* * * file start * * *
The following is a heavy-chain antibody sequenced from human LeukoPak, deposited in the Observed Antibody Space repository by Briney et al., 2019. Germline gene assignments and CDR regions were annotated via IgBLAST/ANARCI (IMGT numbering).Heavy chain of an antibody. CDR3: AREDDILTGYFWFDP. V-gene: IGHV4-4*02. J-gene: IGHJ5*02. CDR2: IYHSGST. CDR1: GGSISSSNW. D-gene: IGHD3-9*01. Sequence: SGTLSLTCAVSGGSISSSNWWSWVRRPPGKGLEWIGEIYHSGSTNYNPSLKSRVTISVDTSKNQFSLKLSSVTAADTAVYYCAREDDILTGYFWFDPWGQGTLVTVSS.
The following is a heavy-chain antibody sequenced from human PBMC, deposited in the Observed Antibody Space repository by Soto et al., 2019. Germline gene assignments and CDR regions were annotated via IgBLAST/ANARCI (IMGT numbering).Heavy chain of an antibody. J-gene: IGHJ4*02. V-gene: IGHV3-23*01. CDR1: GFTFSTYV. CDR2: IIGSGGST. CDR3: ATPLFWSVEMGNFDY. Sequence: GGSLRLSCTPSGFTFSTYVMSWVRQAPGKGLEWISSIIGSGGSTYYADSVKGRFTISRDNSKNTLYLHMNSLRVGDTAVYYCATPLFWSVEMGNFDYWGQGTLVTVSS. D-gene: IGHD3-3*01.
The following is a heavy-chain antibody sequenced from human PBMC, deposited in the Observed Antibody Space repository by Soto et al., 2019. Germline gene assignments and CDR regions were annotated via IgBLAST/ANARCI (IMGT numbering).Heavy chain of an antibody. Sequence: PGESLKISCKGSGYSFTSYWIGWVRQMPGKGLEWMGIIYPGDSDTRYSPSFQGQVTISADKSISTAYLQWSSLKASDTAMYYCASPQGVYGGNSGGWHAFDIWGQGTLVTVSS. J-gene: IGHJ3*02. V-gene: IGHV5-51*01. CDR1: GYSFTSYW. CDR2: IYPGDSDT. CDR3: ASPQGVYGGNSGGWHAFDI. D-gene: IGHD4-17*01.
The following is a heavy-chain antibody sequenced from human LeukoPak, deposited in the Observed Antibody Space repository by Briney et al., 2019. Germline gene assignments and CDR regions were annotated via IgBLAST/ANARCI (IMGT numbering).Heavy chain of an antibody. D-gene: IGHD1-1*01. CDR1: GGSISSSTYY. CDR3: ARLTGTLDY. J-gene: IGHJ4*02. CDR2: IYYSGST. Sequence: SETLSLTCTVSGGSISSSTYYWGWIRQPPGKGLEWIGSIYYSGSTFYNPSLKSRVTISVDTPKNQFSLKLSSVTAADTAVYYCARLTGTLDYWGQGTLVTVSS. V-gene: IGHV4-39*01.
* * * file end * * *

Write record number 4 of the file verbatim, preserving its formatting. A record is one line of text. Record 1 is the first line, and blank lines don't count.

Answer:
The following is a heavy-chain antibody sequenced from human LeukoPak, deposited in the Observed Antibody Space repository by Briney et al., 2019. Germline gene assignments and CDR regions were annotated via IgBLAST/ANARCI (IMGT numbering).Heavy chain of an antibody. D-gene: IGHD1-1*01. CDR1: GGSISSSTYY. CDR3: ARLTGTLDY. J-gene: IGHJ4*02. CDR2: IYYSGST. Sequence: SETLSLTCTVSGGSISSSTYYWGWIRQPPGKGLEWIGSIYYSGSTFYNPSLKSRVTISVDTPKNQFSLKLSSVTAADTAVYYCARLTGTLDYWGQGTLVTVSS. V-gene: IGHV4-39*01.